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Insolvency (Amendment) Act 2023 – A Balancing Act?

‘… there is logic and fairness in the legal position, which must weigh the interests of the bankrupt against those of his creditors.’

Stephen Jones [2017] UKFTT 567

Individuals who have been declared bankrupt may be able to breathe a sigh of relief with the legislation of the Insolvency (Amendment) Act 2023 (Amending Act), which came into force on 06.10.2023.

The Amending Act broadens the categories of bankrupts who are insulated from objections by creditors where a certificate of discharge from bankruptcy is issued by the Director General of Insolvency (DGI). It also changes the pre-requisites to qualify for automatic discharge from bankruptcy and introduces the usage of remote communication technology for meetings of creditors.

Discharge from Bankruptcy

Under the existing Insolvency Act 1967 (Act), Section 33B provides for four categories of bankrupts which creditors are prohibited from objecting to when the DGI issues a certificate of discharge from bankruptcy. These classifications are:

a)Bankrupts who have been adjudged bankrupt by reason of them being a social guarantor

b)Bankrupts registered as a person with disability under the Persons with Disabilities Act 2008

c)Bankrupts who are deceased

d)Bankrupts who suffer from a serious illness certified by a government medical officer

With the introduction of Section 8 of the Amending Act, two new groups of bankrupts are now covered, namely:

a)Bankrupts incapable of managing themselves and their affairs due to any mental disorder as certified by a psychiatrist from any government hospital

b)Bankrupts aged 70 years and above who in the opinion of the DGI, are incapable of contributing to the administration of their estate

Automatic Discharge from Bankruptcy

Another notable amendment is the revision of Section 33C of the Act on a bankrupt’s right to automatic discharge from bankruptcy viaSection 9 of the Amending Act.

Prior to the Amending Act, a bankrupt shall be discharged upon the expiration of 3 years of their submission of the statement of affairs if, among others, the bankrupt has reached the amount of target contribution of provable debt as determined by the DGI.

Post-amendment, a bankrupt shall be discharged automatically 3 years from the date of the submission of the statement of affairs if the bankrupt has paid the sum of money determined by the DGI for the purposes of administration of the bankrupt’s estate.

For a clearer illustration, the following table compares the legal position on automatic discharge from bankruptcy before and after the Amending Act.

Both Section 33B and Section 33C of the Amending Act apply retrospectively. 

Sometime in June 2023, prior to the gazetting of the Amending Act, the Deputy Minister in the Prime Minister’s Department (Law and Institutional Reform) released a statement on the Amending Act. The statement announced that the amendments were expected to discharge about 130,000 persons from bankruptcy. This represents a significant portion of bankrupts in Malaysia, which stands at 251,554 persons based on the recent report by the Department of Insolvency.

Suspension of Automatic Discharge from Bankruptcy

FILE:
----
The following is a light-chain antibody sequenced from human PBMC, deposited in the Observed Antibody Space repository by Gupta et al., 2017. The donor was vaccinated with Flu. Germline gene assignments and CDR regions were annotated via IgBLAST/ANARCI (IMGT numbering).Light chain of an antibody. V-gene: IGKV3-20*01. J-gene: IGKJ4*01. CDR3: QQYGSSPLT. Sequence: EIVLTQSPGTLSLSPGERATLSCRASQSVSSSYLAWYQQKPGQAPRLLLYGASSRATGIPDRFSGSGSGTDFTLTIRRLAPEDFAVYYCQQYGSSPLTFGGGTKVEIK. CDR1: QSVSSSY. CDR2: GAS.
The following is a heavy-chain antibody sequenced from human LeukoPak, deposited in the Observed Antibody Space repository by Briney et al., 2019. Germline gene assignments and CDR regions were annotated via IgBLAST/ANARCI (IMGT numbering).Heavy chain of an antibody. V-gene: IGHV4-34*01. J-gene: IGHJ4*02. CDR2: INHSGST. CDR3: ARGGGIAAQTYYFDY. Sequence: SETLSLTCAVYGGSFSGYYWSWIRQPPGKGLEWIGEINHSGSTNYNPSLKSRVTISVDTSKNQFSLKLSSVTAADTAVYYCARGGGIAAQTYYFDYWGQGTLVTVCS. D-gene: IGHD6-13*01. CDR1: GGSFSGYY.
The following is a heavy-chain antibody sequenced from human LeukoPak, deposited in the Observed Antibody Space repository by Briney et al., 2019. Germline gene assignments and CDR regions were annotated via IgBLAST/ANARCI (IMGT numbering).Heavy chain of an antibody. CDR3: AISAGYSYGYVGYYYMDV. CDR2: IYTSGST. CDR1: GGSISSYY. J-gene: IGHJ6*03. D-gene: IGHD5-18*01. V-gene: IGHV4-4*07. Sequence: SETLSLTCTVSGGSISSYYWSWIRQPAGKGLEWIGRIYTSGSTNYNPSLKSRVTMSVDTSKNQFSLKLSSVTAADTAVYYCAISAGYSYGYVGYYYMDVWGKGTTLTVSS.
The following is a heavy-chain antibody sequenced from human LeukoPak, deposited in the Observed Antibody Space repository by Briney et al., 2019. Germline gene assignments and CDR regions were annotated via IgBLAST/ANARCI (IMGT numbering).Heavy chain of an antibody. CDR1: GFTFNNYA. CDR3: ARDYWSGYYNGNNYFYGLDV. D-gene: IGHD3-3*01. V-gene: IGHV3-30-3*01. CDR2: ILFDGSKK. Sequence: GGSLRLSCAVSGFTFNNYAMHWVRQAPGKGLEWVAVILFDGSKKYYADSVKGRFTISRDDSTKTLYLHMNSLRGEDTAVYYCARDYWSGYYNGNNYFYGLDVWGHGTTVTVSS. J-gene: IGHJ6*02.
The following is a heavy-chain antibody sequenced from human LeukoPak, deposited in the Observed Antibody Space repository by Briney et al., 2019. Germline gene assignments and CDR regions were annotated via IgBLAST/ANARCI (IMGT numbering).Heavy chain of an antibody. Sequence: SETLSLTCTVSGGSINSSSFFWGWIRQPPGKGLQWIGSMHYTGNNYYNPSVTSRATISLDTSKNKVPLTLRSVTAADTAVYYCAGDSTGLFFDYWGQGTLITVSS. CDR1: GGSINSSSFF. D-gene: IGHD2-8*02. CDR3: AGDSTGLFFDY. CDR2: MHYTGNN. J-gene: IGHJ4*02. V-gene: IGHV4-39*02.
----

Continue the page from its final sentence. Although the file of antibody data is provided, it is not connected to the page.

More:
Parliament must of course weigh the interests of creditors against that of the bankrupt; the right to automatic discharge from bankruptcy is not without its boundaries. To safeguard the rights of creditors, the Amending Act further introduces the concept of suspension of automatic discharge upon the expiration of 3 years from the submission of the statement of affairs for up to 2 years where the bankrupt fails to comply with their duties and obligations under the Act. In such a circumstance, the suspension of the automatic discharge from bankruptcy is effective on the date stated in the notice served by the DGI to each creditor who has filed a proof of debt within 6 months before the expiration of 3 years from the date of the submission of the statement of affairs by the bankrupt.

Remote Communication Technology and Electronic Communications

In keeping up with the judiciary’s transition to remote hearings as a result of the COVID-19 pandemic, Section 14 of the Amending Act has amended Schedule A of the Act to confer the DGI with the authority to hold a meeting of creditors by way of remote communication technology.

Previously, the Act only allowed the DGI to hold the meeting at such a place which the DGI considers to be convenient for the majority of the creditors. Further, Section 13 of the Amending Act, which amends Section 130 of the Act, now allows notices under the Act to be served by electronic means where consent has been obtained to do so.


Whilst it is evident that the amendments made to Section 33B, Section 130 and Schedule A of the Act are much welcomed and will likely be advantageous to bankrupts and creditors respectively, it remains to be seen whether the new Section 33C would in fact be any different for or even beneficial to bankrupts who may be classified under this provision.

This is in light of the fact that both positions grant the DGI wide discretion to firstly, decide on the amount of target contribution of provable debt (position pre-amendment) and determine whether the bankrupt has paid the sum of money for the purposes of the bankrupt’s estate, taking into consideration the financial ability of the bankrupt (position post-amendment). It is certainly arguable that the position post-amendment provides a clearer and possibly lower threshold in respect of the amount to be paid by the bankrupt since it would seem that the bankrupt would really only need to, at the very least, cover the cost of administration of their estate. In any event, it is clear that the legislation has made an attempt to balance the interests of creditors and bankrupts alike.

9 October 2023


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